UK student works with body-positive movement as Aerie model

An Aerie ad with Paige Isaac as the model was displayed on a billboard in Times Square in New York City, New York. Photo provided by Paige Isaac | Aerie

Allie King

Paige Isaac, a UK junior, lives a double-life, working as a student studying marketing and digital media and design and as an Aerie Real model and NEDA spokesperson.

“I have been following [Aerie] for so long, and they just continue to grow and grow and grow,” said Isaac as she described her admiration for the company.

Earlier this year, Isaac sent a video in to an open casting call by Aerie for an upcoming campaign. The company was looking for participants who wanted to be a part of its new body-positive movement.

The Aerie Real campaign celebrates “girl power, body positivity, and no retouching,” according to its website.

In the taped-video application, Isaac explained why she wanted to be part of the campaign: “If me being in this campaign can help at least one person with their recovery, like the other untouched models you have put out there have helped me, that would mean that this campaign was worth it.”

Isaac said her own struggles inspired her to become involved with body-positive movements.

“I’ve really struggled with an eating disorder for a while. I’ve struggled with bulimia. I’ve struggled with OCD… I’ve struggled with body dysmorphia for a long time,” she said.

In regard to her recovery, Isaac said that it is a difficult question because recovery is not a “linear process,” meaning there have been a lot of ups and downs. She admitted she has had a few relapses, some during the summer going into her freshman year at UK, and the summer break going into sophomore year.

“I was a mess,” Isaac said.

Soon after being accepted by Aerie, the company flew Isaac out to AE headquarters in Pittsburgh, Pennsylvania, where they shot her Aerie Real pictures. The Aerie Real campaign pictures went live in July of 2018, even though they did not announce their campaign details until August.

When the original photos from the campaign were dropped, Isaac’s pictures were not used anywhere.

Later, Isaac drove to Nashville to see Iskra Lawrence, a well-known Aerie Real “RoleModel.” She had the opportunity that day to meet Lawrence, along with a few other members of the campaign. One of the others that Isaac met that day was Hillary Bacon, a girl with a tattoo matching Isaac’s: the NEDA sign.

NEDA — or the National Eating Disorders Association — is the largest nonprofit supporting those affected by eating disorders. According to its website, NEDA’s vision as a company is “envisioning a world without eating disorders.”

Lawrence took a photo with Bacon and Isaac that day, showing their NEDA tattoos, and posted it to Instagram, with an inspirational caption stating that she was “proud to travel around the world meeting NEDA warriors and [eating disorder] survivors.” This put Isaac on the map for all things Aerie and NEDA.

Aerie supports NEDA as its philanthropy. They create and sell clothing in which 100% of proceeds go to NEDA. They also have activities in-store that shoppers can do to donate to NEDA.

“If you post an untouched bikini picture, they will donate $1 per picture, up to $30,000 each year. They hit their mark every year,” said Isaac.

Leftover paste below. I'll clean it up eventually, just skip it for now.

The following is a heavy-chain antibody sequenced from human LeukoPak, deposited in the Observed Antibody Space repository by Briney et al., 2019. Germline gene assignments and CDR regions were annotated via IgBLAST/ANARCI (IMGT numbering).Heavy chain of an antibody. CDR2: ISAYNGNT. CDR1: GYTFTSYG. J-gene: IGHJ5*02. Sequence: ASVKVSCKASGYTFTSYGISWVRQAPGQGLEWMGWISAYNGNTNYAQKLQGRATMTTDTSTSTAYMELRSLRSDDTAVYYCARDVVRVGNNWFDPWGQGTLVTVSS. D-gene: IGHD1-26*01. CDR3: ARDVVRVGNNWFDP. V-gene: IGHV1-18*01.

Aerie sponsors every charity walk put on by NEDA and sometimes sets up stations at these walks which help raise money for the cause as well as bring the community together in one event. Along with the short walk, there are fun stations with different activities set up, including yoga and do-it-yourself crafts.

Two weeks after Lawrence’s picture on Instagram, Aerie asked Isaac to participate in a discussion panel in Chicago, where the company flew her out to. Isaac met people high up in both companies, Aerie and NEDA, one of which was Jessica Hickman, the National Walks Manager, who mentioned that Isaac’s Aerie Real photo might be used for the NEDA walk in New York City.

Isaac made a last-minute decision to go to New York City for the upcoming NEDA walk where she found that she was the face of that event by seeing herself on a billboard in Times Square. While Isaac was in New York, she was invited back to NEDA headquarters where she met more of the NEDA team, including the CEO, Claire Mysko.

Being born and raised in Lexington, Kentucky, Isaac wants to see more inclusion in her town.

“If anyone is going to get more diversity out there or create more opportunities for people who don’t necessarily have opportunities it is going to be the people who are leading the student body right now,” said Isaac, regarding the student government.

As for the future, Isaac is working with Hickman, from NEDA, to bring a NEDA walk to Lexington in the spring.

“I am just going to being active with NEDA. I am going keep doing as much as I can with Aerie. I am going to just keep working within the body-positive movement,” Isaac said.

She is confident that she will go back to NEDA’s headquarters. She also has plans to attend three NEDA walks in the spring in Lexington, Nashville and Indianapolis.

To learn more about eating disorders and the Aerie Real movement, visit as well as

Isaac had words of encouragement for people struggling with body image.

“There are going to be ups and downs. If you do happen to relapse, the fact that you are recognizing that you are and that that is not good means that you are already better off than you used to be,” she said. “Take it one day at a time.”